Women in Translation Month spotlight on Two Lines Press Women Authors (Part 2)
To celebrate Women in Translation Month, we’re showcasing the women authors of Two Lines Press! Part 1 was posted a few days ago. Here’s Part 2!
A recent addition to our author list, Kim Sagwa is an amazing South Korean writer whom we debuted in English with her novel Mina (translated by Bruce and Ju-Chan Fulton). Don Mee Choi calls her “South Korea’s young, brilliant, fearless writer,” and Kirkus and Booklist gave Mina strong praise.
We published a second book from Kim in February–b, Book and Me (translated by Sunhee Jeong). Whereas Mina is a heart-stopping, macabre, grippingly realistic tale of the high-pressure teenage world in South Korea, our second book from Kim is closer to Young Adult fable. Kim is a true original, and we’re very glad to have her with us!
Booklist called b, Book, and Me “raw and piercing, dreamy and surreal…” and bookseller John Francisconi at Bank Square Books said “b, Book, and Me uses the tumult of teenage thinking and feeling to tell a story that readers of every age will savor… It accomplishes more in its 134 pages than many novels double and triple its size.”
Naja Marie Aidt
Naja is one of our earliest authors and a true Press favorite. She’s a multiple threat, writing in various genres in her native Danish, and she’s celebrated as a poet, essayist, and fiction writer. We published her collection Baboon, which won the Nordic Council Literature Prize (like the National Book Award, and a rare prize for a collection to win). Denise Newman picked up the PEN Translation Award for her fantastic translation of this remarkable taut, intense book.
Baboon was published in 2014 and it’s been one of our most enduringly popular titles, still selling regularly and popping up on lists of recommendations (like this one from summer 2018). The stories here are “relationship stories,” but they’re totally original in their perspectives on these age-old questions, and they’re singular in their strangeness, electricity and energy.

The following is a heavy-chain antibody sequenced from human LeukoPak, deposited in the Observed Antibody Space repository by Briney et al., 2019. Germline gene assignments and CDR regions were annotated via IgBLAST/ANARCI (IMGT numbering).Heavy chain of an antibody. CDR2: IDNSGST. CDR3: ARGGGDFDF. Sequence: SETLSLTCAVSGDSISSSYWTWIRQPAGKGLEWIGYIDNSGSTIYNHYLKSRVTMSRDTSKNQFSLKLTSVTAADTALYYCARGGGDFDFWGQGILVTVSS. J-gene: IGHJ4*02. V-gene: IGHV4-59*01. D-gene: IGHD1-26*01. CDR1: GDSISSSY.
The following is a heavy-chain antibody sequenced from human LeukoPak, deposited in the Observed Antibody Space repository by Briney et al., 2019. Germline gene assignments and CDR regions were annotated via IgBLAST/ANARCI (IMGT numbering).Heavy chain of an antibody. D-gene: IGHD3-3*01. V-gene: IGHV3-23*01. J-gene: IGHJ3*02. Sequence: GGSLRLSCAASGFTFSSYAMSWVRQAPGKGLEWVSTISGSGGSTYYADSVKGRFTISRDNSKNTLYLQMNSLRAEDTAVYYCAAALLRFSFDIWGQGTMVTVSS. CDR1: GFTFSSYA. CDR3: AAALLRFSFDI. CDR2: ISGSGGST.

Naja currently lives in New York City, and she’s a growing presence on the American literary landscape. We’re so proud to have been the ones to debut her in this language, and she’ll always have a special place in our hearts.
Lidija Dimkovska is a Macedonian poet, novelist and translator who has twice won the Macedonian Writers’ Union award and who also received the European Union Prize for Literature, among many other awards. She’s been translated into numerous languages, and Dubravka Ugrešić is a fan, writing that “Lidija Dimkovska enriches our contemporary museum of literary wonders with her powerful, grotesque, weird details and episodes.”
We published her EU Prize–winning novel A Spare Life (translated by Christina Kramer), which is about conjoined twins growing up through the transition from communism to democracy during the breakup of Yugoslavia. The book is a vivid evocation of two singular lives, but it’s also a deeply political story about who and how Yugoslavia came apart, and the violence that occurred thereafter.
Authors Katie Kitamura and Sara Nović are both fans of Dimkovska’s
epic saga of a novel. It’s a book very much in the maximalist European
philosophical tradition of Thomas Mann and George Eliot. It you want a
big-hearted, meaty read that you can live with for a while, this is your